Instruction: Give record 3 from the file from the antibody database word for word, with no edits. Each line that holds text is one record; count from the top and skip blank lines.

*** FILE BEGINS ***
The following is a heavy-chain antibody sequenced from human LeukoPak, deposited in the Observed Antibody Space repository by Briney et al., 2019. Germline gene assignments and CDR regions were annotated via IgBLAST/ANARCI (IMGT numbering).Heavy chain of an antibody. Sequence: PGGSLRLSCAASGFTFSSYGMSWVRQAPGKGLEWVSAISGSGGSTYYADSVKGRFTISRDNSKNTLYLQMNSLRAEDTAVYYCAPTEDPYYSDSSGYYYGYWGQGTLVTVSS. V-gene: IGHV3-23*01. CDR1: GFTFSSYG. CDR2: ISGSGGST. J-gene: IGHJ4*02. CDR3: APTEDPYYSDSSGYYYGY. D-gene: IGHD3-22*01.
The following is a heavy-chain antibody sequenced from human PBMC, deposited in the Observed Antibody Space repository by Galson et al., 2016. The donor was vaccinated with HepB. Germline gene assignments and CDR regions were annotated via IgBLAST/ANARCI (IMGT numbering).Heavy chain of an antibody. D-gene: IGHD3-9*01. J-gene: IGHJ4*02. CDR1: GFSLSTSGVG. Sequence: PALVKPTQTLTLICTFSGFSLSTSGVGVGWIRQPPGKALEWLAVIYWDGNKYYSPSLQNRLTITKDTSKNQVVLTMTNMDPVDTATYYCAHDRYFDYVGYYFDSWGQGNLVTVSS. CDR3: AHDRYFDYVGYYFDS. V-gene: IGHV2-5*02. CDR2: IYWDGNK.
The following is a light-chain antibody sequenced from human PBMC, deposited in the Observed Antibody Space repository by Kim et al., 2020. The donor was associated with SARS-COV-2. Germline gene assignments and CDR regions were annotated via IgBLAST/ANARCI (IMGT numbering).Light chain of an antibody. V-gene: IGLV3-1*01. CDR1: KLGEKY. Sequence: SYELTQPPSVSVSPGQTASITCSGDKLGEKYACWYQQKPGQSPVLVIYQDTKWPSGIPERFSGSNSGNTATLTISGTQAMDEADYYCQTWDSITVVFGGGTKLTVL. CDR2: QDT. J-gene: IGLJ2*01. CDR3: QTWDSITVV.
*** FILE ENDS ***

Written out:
The following is a light-chain antibody sequenced from human PBMC, deposited in the Observed Antibody Space repository by Kim et al., 2020. The donor was associated with SARS-COV-2. Germline gene assignments and CDR regions were annotated via IgBLAST/ANARCI (IMGT numbering).Light chain of an antibody. V-gene: IGLV3-1*01. CDR1: KLGEKY. Sequence: SYELTQPPSVSVSPGQTASITCSGDKLGEKYACWYQQKPGQSPVLVIYQDTKWPSGIPERFSGSNSGNTATLTISGTQAMDEADYYCQTWDSITVVFGGGTKLTVL. CDR2: QDT. J-gene: IGLJ2*01. CDR3: QTWDSITVV.